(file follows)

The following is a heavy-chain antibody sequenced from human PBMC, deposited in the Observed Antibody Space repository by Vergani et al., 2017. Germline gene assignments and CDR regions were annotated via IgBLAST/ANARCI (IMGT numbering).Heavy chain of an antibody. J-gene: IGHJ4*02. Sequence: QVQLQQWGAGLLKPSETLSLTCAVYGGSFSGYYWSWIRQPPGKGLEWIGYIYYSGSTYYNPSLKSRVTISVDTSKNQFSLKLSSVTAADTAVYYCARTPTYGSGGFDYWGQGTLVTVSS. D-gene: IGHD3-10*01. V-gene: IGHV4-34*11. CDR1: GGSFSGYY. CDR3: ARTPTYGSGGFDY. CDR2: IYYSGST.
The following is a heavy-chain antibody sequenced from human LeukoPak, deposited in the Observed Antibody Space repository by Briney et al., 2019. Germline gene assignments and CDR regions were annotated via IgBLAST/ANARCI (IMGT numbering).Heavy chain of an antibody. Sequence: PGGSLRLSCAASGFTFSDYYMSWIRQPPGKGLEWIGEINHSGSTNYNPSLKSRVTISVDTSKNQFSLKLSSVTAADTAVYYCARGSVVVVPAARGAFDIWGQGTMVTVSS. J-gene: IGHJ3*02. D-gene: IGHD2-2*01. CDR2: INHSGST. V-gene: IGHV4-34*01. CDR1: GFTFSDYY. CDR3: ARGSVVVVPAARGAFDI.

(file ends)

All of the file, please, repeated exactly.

The following is a heavy-chain antibody sequenced from human PBMC, deposited in the Observed Antibody Space repository by Vergani et al., 2017. Germline gene assignments and CDR regions were annotated via IgBLAST/ANARCI (IMGT numbering).Heavy chain of an antibody. J-gene: IGHJ4*02. Sequence: QVQLQQWGAGLLKPSETLSLTCAVYGGSFSGYYWSWIRQPPGKGLEWIGYIYYSGSTYYNPSLKSRVTISVDTSKNQFSLKLSSVTAADTAVYYCARTPTYGSGGFDYWGQGTLVTVSS. D-gene: IGHD3-10*01. V-gene: IGHV4-34*11. CDR1: GGSFSGYY. CDR3: ARTPTYGSGGFDY. CDR2: IYYSGST.
The following is a heavy-chain antibody sequenced from human LeukoPak, deposited in the Observed Antibody Space repository by Briney et al., 2019. Germline gene assignments and CDR regions were annotated via IgBLAST/ANARCI (IMGT numbering).Heavy chain of an antibody. Sequence: PGGSLRLSCAASGFTFSDYYMSWIRQPPGKGLEWIGEINHSGSTNYNPSLKSRVTISVDTSKNQFSLKLSSVTAADTAVYYCARGSVVVVPAARGAFDIWGQGTMVTVSS. J-gene: IGHJ3*02. D-gene: IGHD2-2*01. CDR2: INHSGST. V-gene: IGHV4-34*01. CDR1: GFTFSDYY. CDR3: ARGSVVVVPAARGAFDI.